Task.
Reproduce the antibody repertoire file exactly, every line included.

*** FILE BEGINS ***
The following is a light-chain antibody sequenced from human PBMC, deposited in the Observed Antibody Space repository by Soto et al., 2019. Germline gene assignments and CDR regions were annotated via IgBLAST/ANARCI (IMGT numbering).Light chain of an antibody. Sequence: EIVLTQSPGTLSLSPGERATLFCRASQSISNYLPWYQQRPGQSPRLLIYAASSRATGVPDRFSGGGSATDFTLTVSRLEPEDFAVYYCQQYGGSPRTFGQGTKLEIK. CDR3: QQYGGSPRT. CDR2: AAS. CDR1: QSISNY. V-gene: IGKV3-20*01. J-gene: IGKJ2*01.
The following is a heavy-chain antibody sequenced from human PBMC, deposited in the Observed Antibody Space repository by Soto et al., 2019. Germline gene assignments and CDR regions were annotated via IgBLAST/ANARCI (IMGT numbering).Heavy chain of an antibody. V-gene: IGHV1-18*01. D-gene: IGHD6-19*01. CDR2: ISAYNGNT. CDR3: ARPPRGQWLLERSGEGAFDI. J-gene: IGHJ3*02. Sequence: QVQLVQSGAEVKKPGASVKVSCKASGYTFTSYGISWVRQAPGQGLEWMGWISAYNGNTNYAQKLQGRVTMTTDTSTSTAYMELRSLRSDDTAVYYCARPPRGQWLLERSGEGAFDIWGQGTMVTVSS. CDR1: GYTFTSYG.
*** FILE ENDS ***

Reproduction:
The following is a light-chain antibody sequenced from human PBMC, deposited in the Observed Antibody Space repository by Soto et al., 2019. Germline gene assignments and CDR regions were annotated via IgBLAST/ANARCI (IMGT numbering).Light chain of an antibody. Sequence: EIVLTQSPGTLSLSPGERATLFCRASQSISNYLPWYQQRPGQSPRLLIYAASSRATGVPDRFSGGGSATDFTLTVSRLEPEDFAVYYCQQYGGSPRTFGQGTKLEIK. CDR3: QQYGGSPRT. CDR2: AAS. CDR1: QSISNY. V-gene: IGKV3-20*01. J-gene: IGKJ2*01.
The following is a heavy-chain antibody sequenced from human PBMC, deposited in the Observed Antibody Space repository by Soto et al., 2019. Germline gene assignments and CDR regions were annotated via IgBLAST/ANARCI (IMGT numbering).Heavy chain of an antibody. V-gene: IGHV1-18*01. D-gene: IGHD6-19*01. CDR2: ISAYNGNT. CDR3: ARPPRGQWLLERSGEGAFDI. J-gene: IGHJ3*02. Sequence: QVQLVQSGAEVKKPGASVKVSCKASGYTFTSYGISWVRQAPGQGLEWMGWISAYNGNTNYAQKLQGRVTMTTDTSTSTAYMELRSLRSDDTAVYYCARPPRGQWLLERSGEGAFDIWGQGTMVTVSS. CDR1: GYTFTSYG.